Wednesday: Bernal History Project Presents “History of the Bernal Cut” (Plus Potluck)

Bernal Cut looking north, circa 1912. Southern Pacific train passing under the Richland Street bridge. (Image courtesy OpenSFHistory, from the Emiliano Echeverria/Randolph Brandt Collection)

At the Bernal Library on Wednesday evening, Nov. 15, starting at 7 pm, The Bernal Heights History Project will host John Blackburn and Bill Cassidy as they present a slideshow about the history of the Bernal Cut.

The origins of the Bernal Cut lie in the early San Francisco and San Jose Railroad, which later became the Southern Pacific Railroad. Dug out of the hills between Mission and Randall streets and San Jose and St. Mary’s avenues, the “cut” established a shorter rail travel route into and out of the City.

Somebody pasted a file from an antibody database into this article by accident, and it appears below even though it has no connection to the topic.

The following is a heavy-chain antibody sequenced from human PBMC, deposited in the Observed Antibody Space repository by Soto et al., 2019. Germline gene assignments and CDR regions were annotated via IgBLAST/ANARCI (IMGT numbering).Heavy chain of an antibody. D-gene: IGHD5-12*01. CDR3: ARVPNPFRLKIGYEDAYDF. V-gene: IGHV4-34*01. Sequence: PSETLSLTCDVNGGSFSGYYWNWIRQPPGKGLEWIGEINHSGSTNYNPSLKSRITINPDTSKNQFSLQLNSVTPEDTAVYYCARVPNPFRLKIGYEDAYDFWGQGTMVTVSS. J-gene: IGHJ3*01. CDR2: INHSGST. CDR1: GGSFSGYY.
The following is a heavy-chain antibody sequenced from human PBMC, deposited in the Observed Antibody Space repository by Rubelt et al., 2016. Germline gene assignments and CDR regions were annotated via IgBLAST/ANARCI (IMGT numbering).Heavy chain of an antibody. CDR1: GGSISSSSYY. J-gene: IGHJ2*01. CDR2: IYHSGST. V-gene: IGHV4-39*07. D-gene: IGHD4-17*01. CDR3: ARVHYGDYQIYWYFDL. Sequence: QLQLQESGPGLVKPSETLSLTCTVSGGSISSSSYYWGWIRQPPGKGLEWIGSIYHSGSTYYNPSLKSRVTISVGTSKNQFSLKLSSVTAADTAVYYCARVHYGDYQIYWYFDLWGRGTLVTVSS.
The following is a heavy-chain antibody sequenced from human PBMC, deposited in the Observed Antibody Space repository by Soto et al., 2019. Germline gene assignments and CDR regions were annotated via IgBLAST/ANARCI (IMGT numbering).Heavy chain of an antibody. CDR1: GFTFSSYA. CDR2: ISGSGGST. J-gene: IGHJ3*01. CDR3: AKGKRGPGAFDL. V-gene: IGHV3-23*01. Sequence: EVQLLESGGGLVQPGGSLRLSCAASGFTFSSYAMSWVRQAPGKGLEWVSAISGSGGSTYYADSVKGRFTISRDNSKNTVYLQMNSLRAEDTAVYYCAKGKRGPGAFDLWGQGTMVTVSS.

Southern Pacific Railroad entering Bernal Cut as seen from Richland-Miguel overpass, April 5, 1922. (Photo: SFDPW, courtesy C.R. collection)

This single-track route remained a passenger route until 1932, continued to operate for freight trains through the 1940s. It was essential to transporting coffins and visitors to the cemeteries in Colma.

These days, The Cut is known as San Jose Avenue, and it carries the J-Church streetcar and I-280 automotive traffic.

John and Virginia Kibre will bring their fully working scale model of the train and the Cut, which they built for the Bernal History Project for San Francisco History Days 2017.

This is the last meeting of the year and will be a pot-luck event. Bring goodies of any kind: chips and dips, sodas and water, noshes, sushi, sweets, or anything to share. BHP will provide home-baked cookies and coffee.